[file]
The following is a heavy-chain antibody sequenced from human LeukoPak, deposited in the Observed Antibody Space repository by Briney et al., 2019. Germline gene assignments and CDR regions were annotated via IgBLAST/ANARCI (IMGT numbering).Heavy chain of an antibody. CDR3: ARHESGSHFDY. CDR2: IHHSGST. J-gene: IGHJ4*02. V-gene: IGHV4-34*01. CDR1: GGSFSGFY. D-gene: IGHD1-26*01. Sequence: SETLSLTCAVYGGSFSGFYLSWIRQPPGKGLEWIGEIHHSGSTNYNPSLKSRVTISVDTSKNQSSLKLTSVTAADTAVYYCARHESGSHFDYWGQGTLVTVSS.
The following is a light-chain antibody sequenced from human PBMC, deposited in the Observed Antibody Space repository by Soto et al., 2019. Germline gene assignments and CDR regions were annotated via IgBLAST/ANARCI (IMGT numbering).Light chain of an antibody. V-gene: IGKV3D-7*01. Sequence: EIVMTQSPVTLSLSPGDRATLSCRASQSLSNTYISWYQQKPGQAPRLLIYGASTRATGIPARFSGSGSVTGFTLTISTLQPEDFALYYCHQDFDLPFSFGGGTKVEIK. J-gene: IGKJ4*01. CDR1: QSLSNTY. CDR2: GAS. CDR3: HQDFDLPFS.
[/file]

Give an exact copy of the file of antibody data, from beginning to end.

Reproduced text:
The following is a heavy-chain antibody sequenced from human LeukoPak, deposited in the Observed Antibody Space repository by Briney et al., 2019. Germline gene assignments and CDR regions were annotated via IgBLAST/ANARCI (IMGT numbering).Heavy chain of an antibody. CDR3: ARHESGSHFDY. CDR2: IHHSGST. J-gene: IGHJ4*02. V-gene: IGHV4-34*01. CDR1: GGSFSGFY. D-gene: IGHD1-26*01. Sequence: SETLSLTCAVYGGSFSGFYLSWIRQPPGKGLEWIGEIHHSGSTNYNPSLKSRVTISVDTSKNQSSLKLTSVTAADTAVYYCARHESGSHFDYWGQGTLVTVSS.
The following is a light-chain antibody sequenced from human PBMC, deposited in the Observed Antibody Space repository by Soto et al., 2019. Germline gene assignments and CDR regions were annotated via IgBLAST/ANARCI (IMGT numbering).Light chain of an antibody. V-gene: IGKV3D-7*01. Sequence: EIVMTQSPVTLSLSPGDRATLSCRASQSLSNTYISWYQQKPGQAPRLLIYGASTRATGIPARFSGSGSVTGFTLTISTLQPEDFALYYCHQDFDLPFSFGGGTKVEIK. J-gene: IGKJ4*01. CDR1: QSLSNTY. CDR2: GAS. CDR3: HQDFDLPFS.